It turns out that Gotham was a village in England known to be populated by madmen. The villagers feigned insanity to prevent King John from building a royal road near them (at the time, villages would have to pay for the upkeep of the road). When the king’s herald arrived, the townsfolk were engaged in all manner of madness. Needless to say, they rerouted the road.
Twenty of these tales were bound together as The Merry Tales of the Mad Men of Gotham in 1540. Over time, the “mad” part was replaced with “wise.” Makes you wonder just where madness ends and wisdom begins.
One tale, called “Of Drowning Eels,” concerns the fishermen of the village. It seems that all the fish vanished from the local pond. Only a great eel remained. They presumed that the eel must have eaten all the fish, so the folk of Gotham put the eel on trial. Finding him guilty, they sentenced the eel to death by drowning. (Yes, drowning). They cast him back into the pond, saying: “Lie there and shift for yourself, for no help thou shalt have from us.”
A nursery rhyme concerning the loony Gothamites survives. It first appeared in Mother Goose’s Melody in 1765.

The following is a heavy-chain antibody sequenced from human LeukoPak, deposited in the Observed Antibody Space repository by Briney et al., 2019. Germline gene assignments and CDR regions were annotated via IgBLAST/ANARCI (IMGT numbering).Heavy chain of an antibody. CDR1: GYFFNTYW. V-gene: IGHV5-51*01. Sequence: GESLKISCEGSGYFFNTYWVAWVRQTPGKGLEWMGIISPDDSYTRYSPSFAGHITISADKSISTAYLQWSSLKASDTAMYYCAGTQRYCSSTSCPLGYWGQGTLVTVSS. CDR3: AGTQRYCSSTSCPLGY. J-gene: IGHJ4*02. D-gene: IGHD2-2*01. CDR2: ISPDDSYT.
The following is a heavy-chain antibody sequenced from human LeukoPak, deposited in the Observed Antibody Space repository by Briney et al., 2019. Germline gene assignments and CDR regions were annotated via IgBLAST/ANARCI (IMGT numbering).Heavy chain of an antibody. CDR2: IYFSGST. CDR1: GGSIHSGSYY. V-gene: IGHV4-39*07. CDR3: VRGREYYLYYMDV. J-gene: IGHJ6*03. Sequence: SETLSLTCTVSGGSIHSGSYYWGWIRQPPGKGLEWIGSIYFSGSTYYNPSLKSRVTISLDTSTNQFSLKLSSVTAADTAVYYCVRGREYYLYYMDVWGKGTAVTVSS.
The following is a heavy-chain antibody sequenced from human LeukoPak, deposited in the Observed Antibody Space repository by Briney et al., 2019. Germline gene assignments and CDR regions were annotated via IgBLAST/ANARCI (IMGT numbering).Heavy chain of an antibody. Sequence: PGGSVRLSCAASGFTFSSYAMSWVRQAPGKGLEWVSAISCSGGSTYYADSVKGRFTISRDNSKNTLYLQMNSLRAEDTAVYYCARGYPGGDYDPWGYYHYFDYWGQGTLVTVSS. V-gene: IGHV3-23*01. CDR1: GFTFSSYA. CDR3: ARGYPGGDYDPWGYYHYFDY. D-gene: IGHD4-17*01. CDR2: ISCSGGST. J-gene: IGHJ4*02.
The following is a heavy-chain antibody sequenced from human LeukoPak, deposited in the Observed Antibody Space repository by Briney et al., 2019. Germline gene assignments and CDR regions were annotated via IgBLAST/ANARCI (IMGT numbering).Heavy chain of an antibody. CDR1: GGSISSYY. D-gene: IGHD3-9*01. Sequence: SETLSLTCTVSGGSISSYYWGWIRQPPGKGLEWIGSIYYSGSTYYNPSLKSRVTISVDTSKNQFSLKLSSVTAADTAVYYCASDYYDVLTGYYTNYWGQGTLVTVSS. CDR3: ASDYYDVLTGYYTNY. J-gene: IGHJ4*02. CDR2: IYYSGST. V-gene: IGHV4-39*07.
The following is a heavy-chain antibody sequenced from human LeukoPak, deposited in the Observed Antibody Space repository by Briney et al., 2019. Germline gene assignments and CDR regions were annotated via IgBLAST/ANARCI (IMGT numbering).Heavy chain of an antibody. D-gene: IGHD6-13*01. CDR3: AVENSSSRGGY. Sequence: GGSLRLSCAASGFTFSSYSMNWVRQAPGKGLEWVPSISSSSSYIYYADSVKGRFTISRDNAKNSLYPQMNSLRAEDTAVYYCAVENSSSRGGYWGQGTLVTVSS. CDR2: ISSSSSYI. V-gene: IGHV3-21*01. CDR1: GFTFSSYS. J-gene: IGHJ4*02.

Three wise men of Gotham,
They went to sea in a bowl,
And if the bowl had been stronger
My song had been longer.
Washington Irving borrowed the legend of the town filled with crazies and used it as a label for New York city. In a letter printed in his magazine, Salmagundi, on February 13, 1807, he writes:
One of the most tickling, dear, mischievous pleasures of this life is to laugh in one’s sleeve – to sit snug in a corner unnoticed and unknown and hear the wise men of Gotham, who are profound judges (of horseflesh) pronounce from the style of our work, who are the authors. This listening incognito and receiving a hearty praising over another man’s back is a situation so celestially whimsical that we have done little else than laugh in our sleeves ever since our first number was publisht.
So Gotham was filled with mad men long before Batman appeared on the scene.